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Seattle Waterfront Project in Home Stretch


Doug Trumm

After years of construction disrupting the pace of Seattle’s waterfront, the long-awaited grand opening is finally on the horizon, with prominent civic figures poised to bask in the glory. During the Downtown Seattle Association's [DSA] annual "State of Downtown" event on March 7, the hot topic was the next Spring's debut of the revitalized downtown waterfront park.. Supporters anticipate that the new park, coupled with the Seattle Aquarium, will invigorate the local economy and serve as a major tourist hot spot once completed.


Featured speakers At the DSA event included Joy Shigaki, CEO of Friends of Waterfront Seattle, and Leslie Koch, representing donors for the Elliott Bay Connections project, a collaborative effort to expand park enhancements further north. Both extolled the transformative potential of the linear park, which will link with the upcoming Seattle Aquarium and Overlook Walk, connecting seamlessly to Pike Place Market. This pedestrian-friendly route, along with the new Marion Street overpass, offers an accessible pathway to enjoy the waterfront amenities without contending with the bustling Alaskan Way freight corridor.


“The Overlook Walk [is] the real sweet spot and a selfie spot that’s going to give you the experience of a 360-degree views, the same height as the viaduct, for those of you who are really missing those views driving during the morning,” Shigaki said. “People talk about that a lot.”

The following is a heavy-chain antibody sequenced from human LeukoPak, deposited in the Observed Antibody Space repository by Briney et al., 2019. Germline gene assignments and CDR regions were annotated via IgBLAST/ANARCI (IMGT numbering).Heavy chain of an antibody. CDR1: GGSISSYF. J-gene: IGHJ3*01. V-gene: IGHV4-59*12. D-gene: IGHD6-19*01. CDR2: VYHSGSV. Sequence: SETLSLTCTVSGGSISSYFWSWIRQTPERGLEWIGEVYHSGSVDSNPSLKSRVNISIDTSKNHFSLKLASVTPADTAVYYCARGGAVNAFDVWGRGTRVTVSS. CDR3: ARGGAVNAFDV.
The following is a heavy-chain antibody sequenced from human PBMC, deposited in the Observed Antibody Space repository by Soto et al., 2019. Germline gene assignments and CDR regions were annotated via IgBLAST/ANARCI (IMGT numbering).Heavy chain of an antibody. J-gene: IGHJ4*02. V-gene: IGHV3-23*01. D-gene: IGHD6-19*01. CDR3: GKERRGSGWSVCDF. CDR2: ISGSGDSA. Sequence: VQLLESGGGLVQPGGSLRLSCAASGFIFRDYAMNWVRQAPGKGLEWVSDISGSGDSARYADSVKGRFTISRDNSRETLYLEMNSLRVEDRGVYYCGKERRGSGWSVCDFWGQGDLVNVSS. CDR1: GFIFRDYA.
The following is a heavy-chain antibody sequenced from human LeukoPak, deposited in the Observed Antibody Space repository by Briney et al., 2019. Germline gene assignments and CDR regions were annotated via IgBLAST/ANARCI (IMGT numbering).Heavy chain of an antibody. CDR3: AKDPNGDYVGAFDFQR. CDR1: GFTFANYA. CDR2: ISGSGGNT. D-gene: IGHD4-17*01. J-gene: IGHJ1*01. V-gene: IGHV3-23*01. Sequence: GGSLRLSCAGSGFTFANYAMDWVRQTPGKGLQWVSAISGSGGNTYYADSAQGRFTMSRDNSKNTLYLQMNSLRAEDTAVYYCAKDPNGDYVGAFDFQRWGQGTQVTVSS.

The ongoing development of the new waterfront is already yielding results. Pier 62 park opened its gates in 2020, while the revamped Colman Dock ferry terminal and adjacent Pioneer Square Beach Habitat debuted last year. Alaskan Way Boulevard, a fresh addition to the waterfront, and Elliott Way, a new four-lane Belltown connector, now welcome travelers, earning the honorary Lushootseed name "Dzidzilalich" from the City.

Pier 62, managed by Friends of Waterfront Park, offers an array of activities such as giant chess boards and mini soccer fields, alongside scheduled fitness classes, dance performances, and musical events throughout the year. “Over a million people have come to Pier 62, and it has been a reminder of how parks can be transformative that they’re made for and they make for dynamic, democratic cities,” Shigaki said.


Shigaki expressed gratitude to the assembled dignitaries from downtown businesses and nonprofits for enduring over a decade of construction disruptions. The realization of Seattle's new waterfront park required the dismantling of the Alaskan Way Viaduct, a towering highway that once bore the weight of approximately 100,000 vehicles daily at its peak. The replacement involved excavating a nearly two-mile mega-tunnel beneath the city, a process prolonged by a three-year setback to repair a malfunctioning tunnel boring machine, then the world's largest.


“Nationally, we’re seeing this trend of reclaiming old infrastructure projects, highways, double-decker highways, railroads, to be able to reclaim the beauty of our cities from what they once were,” Shigaki said. “And Waterfront Park is going to be part of that renewal, but it’s going to be part of the revitalization and part of creating a place that everyone sees themselves in and memories to be created.”


Read full story on The Urbanist

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